The Reformed Vampire Support Group, by Catherine Jinks
If you're looking for powerful, sexy vampires that stare longingly into each others' eyes, look elsewhere because you won't find them here. Apparently being a vampire isn't fun and games, especially when much of your immortal life is spent feeling tired and ill; living on the blood of guinea pigs and vitamins to keep you from "fanging" humans. Fifteen year-old Nina Harrison is part of the ragtag Reformed Vampire Support Group. Since becoming infected thirty years ago, Nina has led a pretty boring life until a vampire is murdered and the Support Group attempts to solve the mystery of his death.
The humans they encounter along the way are unscrupulous, violent and dangerous - all of the qualities humans typically associate with vampires. Since the behavior of the vamps and humans is unpredictable, the plot contains some witty moments, as well as a few twists and turns. Nina learns that humans are capable of change while she comes to terms with her own life as a vampire.
Despite the "sparkly" criticisms of the vampires of the Twilight series, they do have a certain amount of power and mystery that surrounds them. In contrast, Support Group vampires are anemic and introspective. While this initially put me off a bit, the story does have something to say about the danger of stereotypes and value of cooperation.
Age 12 and up
September 2010 Archives
The Reformed Vampire Support Group, by Catherine Jinks
The 19th wife, by David Ebershoff
David Ebershoff has written an absorbing two-track story that combines historical fiction with a fiction tale, each of which keeps the reader's attention throughout the book. His subject in both stories is the polygamy practiced in a sect of the Mormon religion. Ebershoff begins with a modern-day fiction story about Jordan Scott, a young man who has rejected his Mormon faith, but is drawn back into that world when his mother, one of many wives to his polygamous father, is accused of murdering his father. Scott adamantly believes that his mother is innocent and tries to help her attorney show she did not commit murder. Interwoven with Scott's story is the recounting of the real-life Ann Eliza Young struggles to publicize the evils she experienced as the supposed "19th wife" of the Nineteenth Century Mormon leader Brigham Young. Young gained national fame as she divorced Young and traveled across America, including a stop in Washington when she testified before Congress, telling packed lecture halls about the polygamy practiced by some Mormons. Drawing on historical sources, Ebershoff's depiction of Young's involvement with the Mormon religion is terrifically interesting. Equally, Jordan Scott's story is often witty and makes for great reading. The 19th Wife is a thoroughly engaging story!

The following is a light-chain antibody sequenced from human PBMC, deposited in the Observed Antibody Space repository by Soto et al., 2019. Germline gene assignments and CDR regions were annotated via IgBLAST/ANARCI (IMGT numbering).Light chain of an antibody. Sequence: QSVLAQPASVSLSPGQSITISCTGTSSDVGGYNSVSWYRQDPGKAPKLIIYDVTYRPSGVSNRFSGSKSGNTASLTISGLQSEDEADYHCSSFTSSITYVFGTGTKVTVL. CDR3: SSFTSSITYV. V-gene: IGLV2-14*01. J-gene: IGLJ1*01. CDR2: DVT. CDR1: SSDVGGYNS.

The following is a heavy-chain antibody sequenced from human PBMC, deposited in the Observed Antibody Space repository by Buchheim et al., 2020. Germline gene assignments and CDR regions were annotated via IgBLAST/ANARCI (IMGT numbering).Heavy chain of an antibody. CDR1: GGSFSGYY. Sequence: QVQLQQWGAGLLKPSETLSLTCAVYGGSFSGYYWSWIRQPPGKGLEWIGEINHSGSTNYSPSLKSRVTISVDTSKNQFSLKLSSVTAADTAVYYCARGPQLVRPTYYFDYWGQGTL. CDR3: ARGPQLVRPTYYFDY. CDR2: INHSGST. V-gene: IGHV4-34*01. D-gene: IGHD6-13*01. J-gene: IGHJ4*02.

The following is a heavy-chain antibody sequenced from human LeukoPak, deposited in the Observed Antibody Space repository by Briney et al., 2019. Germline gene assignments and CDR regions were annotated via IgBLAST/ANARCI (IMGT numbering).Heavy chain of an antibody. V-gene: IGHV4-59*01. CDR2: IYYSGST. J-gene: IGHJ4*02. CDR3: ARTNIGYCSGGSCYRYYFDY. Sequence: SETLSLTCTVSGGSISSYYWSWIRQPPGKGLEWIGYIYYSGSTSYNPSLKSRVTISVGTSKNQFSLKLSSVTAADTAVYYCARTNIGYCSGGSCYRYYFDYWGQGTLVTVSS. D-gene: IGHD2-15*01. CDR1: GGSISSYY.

Night of the Howling Dogs, by Graham Salisbury
In 1975, eleven Boy Scouts, their leaders, and some new friends camping at Halape, Hawaii, find their survival skills put to the test when a massive earthquake strikes, followed by a tsunami. Fiction based on true events.
Iron Orchid, by Stuart Woods
For this reviewer, listening to Stuart Woods's Iron Orchid was the introduction to this very popular author's writing. This is the fourth in his Holly Barker series and is an extremely enjoyable story. Barker has moved from being a police chief in Orchid Beach, FL to a CIA intelligence agent tracking down terrorists. In this adventure, she is chasing Teddy Fay, an assassin on the loose who is killing political figures. The action really gains speed as Barker and other CIA operatives hunt the cunning killer through the streets of New York City. As with all books on cd, the reader can expertly make the story come alive and Carrington MacDuffie gives the listener a great performance with Iron Orchid. Not only is this book on cd recommended, but it also made this reviewer want to seek out more of Stuart Woods's books.
The Killer Inside Me, by Jim Thompson
Recently made into a movie for the second time (which was released just last summer), Jim Thompson's 1952 literary crime classic The Killer Inside Me is a harrowing journey into the mind of its protagonist Lou Ford. Seemingly at first nursing a grudge against the millionaire whom he seemingly believes murdered his brother, Lou, a deputy sheriff in a small but corrupt town in Texas, sets off a chain of events with one killing after another. Possibly due to mistreatment as a child by his father's mistress (which he uses as an explanation for some of the killings) , Lou suffers from "the sickness", which got him in trouble as a youth and now manifests itself in his adult life. At first Lou's "sickness" is focused towards the millionaire but quickly spreads to anyone -friends, strangers, even loved ones- who threatens his freedom.
As the bodies start piling up and wary authorities try to poke holes in his various alibis, Lou, a true sociopath, tries to justify to himself and us the reasons for his murder spree. During the course of the novel we start to worry along (and take sides) with Lou as to whether he'll actually get caught or not. Subsequently, both Lou and the readers are broadsided by the shockingly powerful surprise climax. Violent, nasty and thoroughly engrossing from start to finish, The Killer Inside Me holds your attention with nail-biting suspense that never lets up.
(P.S. Thompson was a darn good writer. Check out the other books by him that we carry, like The Grifters, plus two we don't: The Getaway and Pop.1280.)